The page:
Today’s Military Update That You Need To Know About


North Korean hackers targeted U.S. electric utilities, according to the cybersecurity firm FireEye, NBC News reported Tuesday. They used emails with “fake invitations to a fundraiser to target victims.” So far, it appears the attacks were unsuccessful. Read on, here.

BTW: The South Korean military “has not yet identified nearly 80 percent of the 235 gigabytes” of data stolen allegedly by North Korean hackers — which includes the joint U.S.-South Korean “decapitation strike” war plan, The New York Times reports.

A new nighttime, joint training mission took place east of the Korean peninsula on Tuesday. It was the first night training mission involving U.S., South Korean and Japanese aircraft, U.S.Pacific Air Forces said in an announcement. “Using Andersen Air Force Base, Guam as a power projection platform, two B-1B Lancers assigned to the 37th Expeditionary Bomb Squadron, deployed from Ellsworth Air Force Base, South Dakota, flew a mission in the vicinity of the Sea of Japan, East Sea.”

The U.S. Navy conducted a new FONOP in the South China Sea — the fourth under President Trump — and China is not pleased, Reuters reports.

The vessel: USS Chafee (DDG 90), a guided missile destroyer.

The mission: carry out “normal maneuvering operations that challenged ‘excessive maritime claims’ near the Paracel Islands, among a string of islets, reefs and shoals over which China has territorial disputes with its neighbors.”

Background: “Unlike in August, when a U.S. Navy destroyer came within 12 nautical miles of an artificial island built up by China in the South China Sea, officials said the destroyer on Tuesday sailed close to but not within that range of the islands,” Reuters reports. “Twelve nautical miles mark internationally recognized territorial limits. Sailing within that range is meant to show the United States does not recognize territorial claims.”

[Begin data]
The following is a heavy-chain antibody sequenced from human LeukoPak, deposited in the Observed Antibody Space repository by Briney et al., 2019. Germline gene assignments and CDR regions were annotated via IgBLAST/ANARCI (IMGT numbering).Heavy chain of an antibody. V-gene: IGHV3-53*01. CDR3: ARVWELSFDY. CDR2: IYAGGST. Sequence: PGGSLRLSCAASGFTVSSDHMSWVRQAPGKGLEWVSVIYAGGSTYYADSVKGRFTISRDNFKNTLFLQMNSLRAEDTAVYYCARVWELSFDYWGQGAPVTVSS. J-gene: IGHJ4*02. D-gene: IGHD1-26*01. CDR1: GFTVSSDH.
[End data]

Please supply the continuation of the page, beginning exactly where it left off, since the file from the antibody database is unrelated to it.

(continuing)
Chinese military reax: Scramble “a warship, two fighter jets and a helicopter… to warn the U.S. ship away, adding it had infringed upon China’s sovereignty and security with its ‘provocation.’”

Chinese diplomatic reax: “The US vessel action violated Chinese laws and relevant international laws, undermined China’s sovereignty and security interests,” Foreign Ministry spox Hua Chunying told reporters this morning in Beijing, Agence France-Presse reports.

This fourth FONOP comes a month ahead of Trump’s first visit to Asia, including a stopover in China, Reuters writes.

Held accountable: The U.S. Navy has fired the skipper and executive officer of the destroyer McCain, saying that the August 21 collision that left 10 sailors dead was “preventable.” But the investigation continues, reports the Washington Posthere.